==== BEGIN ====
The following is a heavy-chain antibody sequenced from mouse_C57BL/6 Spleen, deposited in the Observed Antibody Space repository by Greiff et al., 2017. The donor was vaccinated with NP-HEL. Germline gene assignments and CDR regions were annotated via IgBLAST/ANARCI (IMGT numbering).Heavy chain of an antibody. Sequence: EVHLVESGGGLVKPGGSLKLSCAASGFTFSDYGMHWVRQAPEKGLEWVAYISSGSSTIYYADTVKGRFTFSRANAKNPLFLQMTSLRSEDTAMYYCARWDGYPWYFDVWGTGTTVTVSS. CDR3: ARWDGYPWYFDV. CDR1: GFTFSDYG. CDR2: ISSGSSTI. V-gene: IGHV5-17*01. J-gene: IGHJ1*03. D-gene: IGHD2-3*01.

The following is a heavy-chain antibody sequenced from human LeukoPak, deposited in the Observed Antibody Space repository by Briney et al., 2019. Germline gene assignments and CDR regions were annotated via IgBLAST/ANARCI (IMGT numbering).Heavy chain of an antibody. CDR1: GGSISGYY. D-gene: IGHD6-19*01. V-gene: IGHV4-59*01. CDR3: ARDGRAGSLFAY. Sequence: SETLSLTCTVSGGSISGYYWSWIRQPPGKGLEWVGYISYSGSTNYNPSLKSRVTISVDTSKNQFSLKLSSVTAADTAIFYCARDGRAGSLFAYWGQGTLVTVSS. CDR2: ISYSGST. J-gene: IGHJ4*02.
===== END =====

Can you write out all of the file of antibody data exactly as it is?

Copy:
The following is a heavy-chain antibody sequenced from mouse_C57BL/6 Spleen, deposited in the Observed Antibody Space repository by Greiff et al., 2017. The donor was vaccinated with NP-HEL. Germline gene assignments and CDR regions were annotated via IgBLAST/ANARCI (IMGT numbering).Heavy chain of an antibody. Sequence: EVHLVESGGGLVKPGGSLKLSCAASGFTFSDYGMHWVRQAPEKGLEWVAYISSGSSTIYYADTVKGRFTFSRANAKNPLFLQMTSLRSEDTAMYYCARWDGYPWYFDVWGTGTTVTVSS. CDR3: ARWDGYPWYFDV. CDR1: GFTFSDYG. CDR2: ISSGSSTI. V-gene: IGHV5-17*01. J-gene: IGHJ1*03. D-gene: IGHD2-3*01.

The following is a heavy-chain antibody sequenced from human LeukoPak, deposited in the Observed Antibody Space repository by Briney et al., 2019. Germline gene assignments and CDR regions were annotated via IgBLAST/ANARCI (IMGT numbering).Heavy chain of an antibody. CDR1: GGSISGYY. D-gene: IGHD6-19*01. V-gene: IGHV4-59*01. CDR3: ARDGRAGSLFAY. Sequence: SETLSLTCTVSGGSISGYYWSWIRQPPGKGLEWVGYISYSGSTNYNPSLKSRVTISVDTSKNQFSLKLSSVTAADTAIFYCARDGRAGSLFAYWGQGTLVTVSS. CDR2: ISYSGST. J-gene: IGHJ4*02.